Following a massive year for healthcare organizations, data automation company veda closed on $45 million in new investment funding this week. The Series B round was led by Oak HC/FT, a Connecticut investment fund focused on fintech and healthcare.
The company, which is led by D.C.-based CEO Meghan Gaffney, developed a platform using AI and machine learning to increase accuracy of health provider directories. With the fresh funds, Gaffney said that the Madison, Wisconsin-based company will be expanding its go-to-market and customer success teams, as well as building some new modules for the platform. With the investment, it will be adding 45 location-agnostic roles, doubling the team’s headcount to 90. (See open roles here)
“We realized we needed a sophisticated investor and partner to help us get through this next growth phase of the company,” Gaffney told Technical.ly.
The raise comes on the coattails of a $13.5 million-strong, multi-round 2020 for the company. It has now raised $58.5 million raised since its founding. And, according to veda, it follows a trend of rapid growth. Gaffney reported a 20x revenue increase over the last 18 months, and the company expects its customer base of health plans and partners to increase sevenfold by Q4 of 2022.
This funding, Gaffney added, will let the company take that momentum and bring a product with a narrow focus into a broad market of opportunities.
“Making that transition from a manual process to automation is really sometimes quite a challenge, so we want our customers to have the same level of service that they’ve experienced from us as a small company as we grow,” Gaffney said.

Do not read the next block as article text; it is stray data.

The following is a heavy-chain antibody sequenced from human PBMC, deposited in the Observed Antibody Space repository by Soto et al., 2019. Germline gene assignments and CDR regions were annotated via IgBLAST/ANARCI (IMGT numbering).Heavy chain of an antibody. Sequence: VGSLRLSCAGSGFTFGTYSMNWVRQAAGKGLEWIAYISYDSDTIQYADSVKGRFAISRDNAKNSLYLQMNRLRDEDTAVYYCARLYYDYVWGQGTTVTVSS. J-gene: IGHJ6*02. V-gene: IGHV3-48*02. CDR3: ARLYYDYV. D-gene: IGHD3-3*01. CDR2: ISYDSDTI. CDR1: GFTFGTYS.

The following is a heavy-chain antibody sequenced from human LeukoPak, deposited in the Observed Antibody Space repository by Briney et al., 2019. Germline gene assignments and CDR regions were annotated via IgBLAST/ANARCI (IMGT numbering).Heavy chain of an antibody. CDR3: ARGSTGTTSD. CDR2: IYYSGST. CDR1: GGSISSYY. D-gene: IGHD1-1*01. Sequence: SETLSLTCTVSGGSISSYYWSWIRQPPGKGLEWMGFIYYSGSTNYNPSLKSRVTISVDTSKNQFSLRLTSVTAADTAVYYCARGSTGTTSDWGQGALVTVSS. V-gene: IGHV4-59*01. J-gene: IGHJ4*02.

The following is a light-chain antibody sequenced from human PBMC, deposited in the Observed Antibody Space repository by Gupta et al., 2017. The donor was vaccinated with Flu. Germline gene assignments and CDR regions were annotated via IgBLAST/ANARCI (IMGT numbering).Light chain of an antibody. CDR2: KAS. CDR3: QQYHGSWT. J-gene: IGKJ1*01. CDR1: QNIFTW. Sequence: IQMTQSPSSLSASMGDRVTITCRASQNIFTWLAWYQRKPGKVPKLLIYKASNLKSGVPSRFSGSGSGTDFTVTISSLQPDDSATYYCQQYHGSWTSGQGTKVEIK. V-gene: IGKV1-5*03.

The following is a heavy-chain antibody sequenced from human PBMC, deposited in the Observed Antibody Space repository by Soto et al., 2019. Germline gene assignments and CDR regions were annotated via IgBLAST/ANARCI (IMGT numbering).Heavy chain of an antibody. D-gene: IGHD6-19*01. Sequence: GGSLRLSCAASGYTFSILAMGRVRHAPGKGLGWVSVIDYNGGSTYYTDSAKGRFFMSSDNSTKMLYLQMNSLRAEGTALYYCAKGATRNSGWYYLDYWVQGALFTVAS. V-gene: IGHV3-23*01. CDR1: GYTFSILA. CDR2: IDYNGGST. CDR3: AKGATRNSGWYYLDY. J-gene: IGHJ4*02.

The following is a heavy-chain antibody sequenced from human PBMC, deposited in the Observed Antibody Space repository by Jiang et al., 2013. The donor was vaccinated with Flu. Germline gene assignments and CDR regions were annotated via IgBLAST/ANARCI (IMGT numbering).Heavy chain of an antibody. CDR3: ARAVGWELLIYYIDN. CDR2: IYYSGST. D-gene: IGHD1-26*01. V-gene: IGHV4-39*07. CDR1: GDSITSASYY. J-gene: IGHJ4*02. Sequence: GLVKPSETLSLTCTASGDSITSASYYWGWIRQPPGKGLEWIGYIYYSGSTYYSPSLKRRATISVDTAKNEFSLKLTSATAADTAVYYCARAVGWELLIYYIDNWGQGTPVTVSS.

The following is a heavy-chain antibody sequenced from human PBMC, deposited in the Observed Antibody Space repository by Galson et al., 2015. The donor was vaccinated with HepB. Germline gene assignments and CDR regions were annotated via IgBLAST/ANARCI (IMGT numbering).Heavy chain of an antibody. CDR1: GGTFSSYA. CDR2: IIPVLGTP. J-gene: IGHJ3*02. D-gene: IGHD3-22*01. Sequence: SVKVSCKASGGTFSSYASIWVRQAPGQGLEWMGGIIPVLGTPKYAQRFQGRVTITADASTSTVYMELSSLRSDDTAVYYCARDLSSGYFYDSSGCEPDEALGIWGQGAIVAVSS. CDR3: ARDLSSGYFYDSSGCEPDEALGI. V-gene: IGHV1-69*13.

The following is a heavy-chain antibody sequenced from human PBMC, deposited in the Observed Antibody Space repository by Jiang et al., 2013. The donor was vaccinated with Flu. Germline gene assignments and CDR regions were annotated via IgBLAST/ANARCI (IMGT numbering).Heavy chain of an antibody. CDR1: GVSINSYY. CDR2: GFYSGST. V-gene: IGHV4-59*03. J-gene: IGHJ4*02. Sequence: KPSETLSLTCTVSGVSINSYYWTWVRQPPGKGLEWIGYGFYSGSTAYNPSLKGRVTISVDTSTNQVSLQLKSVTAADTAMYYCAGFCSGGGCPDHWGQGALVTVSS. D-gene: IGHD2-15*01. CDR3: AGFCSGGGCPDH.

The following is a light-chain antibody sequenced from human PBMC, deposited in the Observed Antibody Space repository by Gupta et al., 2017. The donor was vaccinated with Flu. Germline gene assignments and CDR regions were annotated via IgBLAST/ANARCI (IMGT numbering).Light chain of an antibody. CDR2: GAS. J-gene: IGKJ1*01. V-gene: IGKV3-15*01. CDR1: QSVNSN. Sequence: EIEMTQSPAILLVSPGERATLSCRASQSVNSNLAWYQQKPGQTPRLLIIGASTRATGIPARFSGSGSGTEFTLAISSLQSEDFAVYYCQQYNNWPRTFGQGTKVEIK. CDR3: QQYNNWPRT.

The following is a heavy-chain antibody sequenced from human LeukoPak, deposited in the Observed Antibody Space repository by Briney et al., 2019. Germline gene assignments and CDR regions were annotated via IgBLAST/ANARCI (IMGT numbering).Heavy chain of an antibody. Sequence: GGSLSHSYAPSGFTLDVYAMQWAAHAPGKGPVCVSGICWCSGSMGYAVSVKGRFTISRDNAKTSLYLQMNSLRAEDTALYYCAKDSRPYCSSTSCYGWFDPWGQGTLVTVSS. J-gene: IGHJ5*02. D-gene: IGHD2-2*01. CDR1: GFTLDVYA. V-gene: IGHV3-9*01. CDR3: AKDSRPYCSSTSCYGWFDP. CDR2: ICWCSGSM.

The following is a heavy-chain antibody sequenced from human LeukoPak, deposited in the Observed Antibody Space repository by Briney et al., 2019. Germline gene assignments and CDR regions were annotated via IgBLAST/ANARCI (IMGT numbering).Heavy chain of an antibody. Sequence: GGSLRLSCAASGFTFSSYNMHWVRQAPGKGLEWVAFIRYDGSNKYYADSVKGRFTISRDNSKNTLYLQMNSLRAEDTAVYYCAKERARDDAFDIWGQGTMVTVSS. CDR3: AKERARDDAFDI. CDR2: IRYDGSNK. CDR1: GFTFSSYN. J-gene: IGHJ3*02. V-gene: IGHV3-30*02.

On top of the company growth, the funding will also be an asset as veda gears up its product for the January 1, 2022, start date for the No Surprises Act, passed in July. The law, which is designed to prevent patients from receiving surprise medical bills, includes a mandate that requires all provider directory updates be processed in under 48 hours. veda’s platform, Gaffney said, can reduce the turnaround time to 24 hours using AI.
And although it’s a tech company first and foremost, she said that veda’s ability to help meet the terms of the ruling helps fulfil one of the overall goals of the company.
“One of the things that we really care about, in terms of our go-to-market strategy, is telling a story about how automation can be a really positive part of healthcare modernization, not just for health plans and providers but also for patients,” Gaffney said. “We can really make sure more of their premium dollars get to the things that get them healthy and keep them well. And that’s what’s really important at the end of the day as a technology company, is to be part of that solution.”